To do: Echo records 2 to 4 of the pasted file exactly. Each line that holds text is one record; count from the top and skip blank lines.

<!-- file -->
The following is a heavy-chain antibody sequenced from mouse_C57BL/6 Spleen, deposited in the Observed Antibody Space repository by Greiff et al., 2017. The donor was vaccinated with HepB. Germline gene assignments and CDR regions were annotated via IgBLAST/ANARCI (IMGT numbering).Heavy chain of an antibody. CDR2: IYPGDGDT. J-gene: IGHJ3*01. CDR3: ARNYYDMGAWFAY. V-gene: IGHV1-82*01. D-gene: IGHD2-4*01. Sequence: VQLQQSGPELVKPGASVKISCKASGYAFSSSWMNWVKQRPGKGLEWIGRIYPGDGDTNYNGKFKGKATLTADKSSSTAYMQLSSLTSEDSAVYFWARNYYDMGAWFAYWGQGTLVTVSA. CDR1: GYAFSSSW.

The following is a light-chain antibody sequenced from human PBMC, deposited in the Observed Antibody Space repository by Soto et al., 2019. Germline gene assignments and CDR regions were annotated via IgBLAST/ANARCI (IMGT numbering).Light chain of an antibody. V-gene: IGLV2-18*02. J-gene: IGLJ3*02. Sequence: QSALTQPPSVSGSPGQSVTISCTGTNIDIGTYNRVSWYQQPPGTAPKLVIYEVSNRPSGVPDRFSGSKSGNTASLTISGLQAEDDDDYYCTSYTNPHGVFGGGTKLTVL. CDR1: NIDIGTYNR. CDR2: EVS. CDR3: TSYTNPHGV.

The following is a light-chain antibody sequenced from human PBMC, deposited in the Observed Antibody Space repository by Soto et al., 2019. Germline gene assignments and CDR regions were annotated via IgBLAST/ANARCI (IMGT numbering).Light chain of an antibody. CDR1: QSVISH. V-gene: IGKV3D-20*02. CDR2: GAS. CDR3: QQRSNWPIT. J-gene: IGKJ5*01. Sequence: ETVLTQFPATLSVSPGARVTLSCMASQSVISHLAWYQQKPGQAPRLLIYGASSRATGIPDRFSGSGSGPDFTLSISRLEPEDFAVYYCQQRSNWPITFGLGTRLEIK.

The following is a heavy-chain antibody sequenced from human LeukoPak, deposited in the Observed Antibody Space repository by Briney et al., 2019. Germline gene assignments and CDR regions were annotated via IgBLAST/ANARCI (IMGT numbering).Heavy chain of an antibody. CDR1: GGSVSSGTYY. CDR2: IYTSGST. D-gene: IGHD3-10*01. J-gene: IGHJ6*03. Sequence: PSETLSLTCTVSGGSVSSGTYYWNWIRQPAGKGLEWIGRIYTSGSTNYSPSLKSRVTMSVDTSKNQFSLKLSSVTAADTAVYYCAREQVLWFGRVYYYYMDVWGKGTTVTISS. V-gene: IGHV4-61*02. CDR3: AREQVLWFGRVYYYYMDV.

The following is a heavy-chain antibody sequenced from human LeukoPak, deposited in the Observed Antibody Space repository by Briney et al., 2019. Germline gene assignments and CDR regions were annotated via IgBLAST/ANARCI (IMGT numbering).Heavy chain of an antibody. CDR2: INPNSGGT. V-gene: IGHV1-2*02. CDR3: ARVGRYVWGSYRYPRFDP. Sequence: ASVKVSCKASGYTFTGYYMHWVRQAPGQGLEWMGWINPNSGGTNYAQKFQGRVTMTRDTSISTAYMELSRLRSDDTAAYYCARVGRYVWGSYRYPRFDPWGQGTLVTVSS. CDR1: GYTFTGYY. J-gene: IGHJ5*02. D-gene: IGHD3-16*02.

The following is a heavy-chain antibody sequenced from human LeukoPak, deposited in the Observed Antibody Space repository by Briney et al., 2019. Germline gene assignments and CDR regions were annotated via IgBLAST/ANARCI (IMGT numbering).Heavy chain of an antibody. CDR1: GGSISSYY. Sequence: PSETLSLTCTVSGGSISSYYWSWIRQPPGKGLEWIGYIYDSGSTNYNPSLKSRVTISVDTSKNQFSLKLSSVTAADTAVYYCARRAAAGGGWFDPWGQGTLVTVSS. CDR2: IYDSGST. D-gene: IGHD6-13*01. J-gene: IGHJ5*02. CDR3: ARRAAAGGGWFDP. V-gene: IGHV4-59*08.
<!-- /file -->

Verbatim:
The following is a light-chain antibody sequenced from human PBMC, deposited in the Observed Antibody Space repository by Soto et al., 2019. Germline gene assignments and CDR regions were annotated via IgBLAST/ANARCI (IMGT numbering).Light chain of an antibody. V-gene: IGLV2-18*02. J-gene: IGLJ3*02. Sequence: QSALTQPPSVSGSPGQSVTISCTGTNIDIGTYNRVSWYQQPPGTAPKLVIYEVSNRPSGVPDRFSGSKSGNTASLTISGLQAEDDDDYYCTSYTNPHGVFGGGTKLTVL. CDR1: NIDIGTYNR. CDR2: EVS. CDR3: TSYTNPHGV.

The following is a light-chain antibody sequenced from human PBMC, deposited in the Observed Antibody Space repository by Soto et al., 2019. Germline gene assignments and CDR regions were annotated via IgBLAST/ANARCI (IMGT numbering).Light chain of an antibody. CDR1: QSVISH. V-gene: IGKV3D-20*02. CDR2: GAS. CDR3: QQRSNWPIT. J-gene: IGKJ5*01. Sequence: ETVLTQFPATLSVSPGARVTLSCMASQSVISHLAWYQQKPGQAPRLLIYGASSRATGIPDRFSGSGSGPDFTLSISRLEPEDFAVYYCQQRSNWPITFGLGTRLEIK.

The following is a heavy-chain antibody sequenced from human LeukoPak, deposited in the Observed Antibody Space repository by Briney et al., 2019. Germline gene assignments and CDR regions were annotated via IgBLAST/ANARCI (IMGT numbering).Heavy chain of an antibody. CDR1: GGSVSSGTYY. CDR2: IYTSGST. D-gene: IGHD3-10*01. J-gene: IGHJ6*03. Sequence: PSETLSLTCTVSGGSVSSGTYYWNWIRQPAGKGLEWIGRIYTSGSTNYSPSLKSRVTMSVDTSKNQFSLKLSSVTAADTAVYYCAREQVLWFGRVYYYYMDVWGKGTTVTISS. V-gene: IGHV4-61*02. CDR3: AREQVLWFGRVYYYYMDV.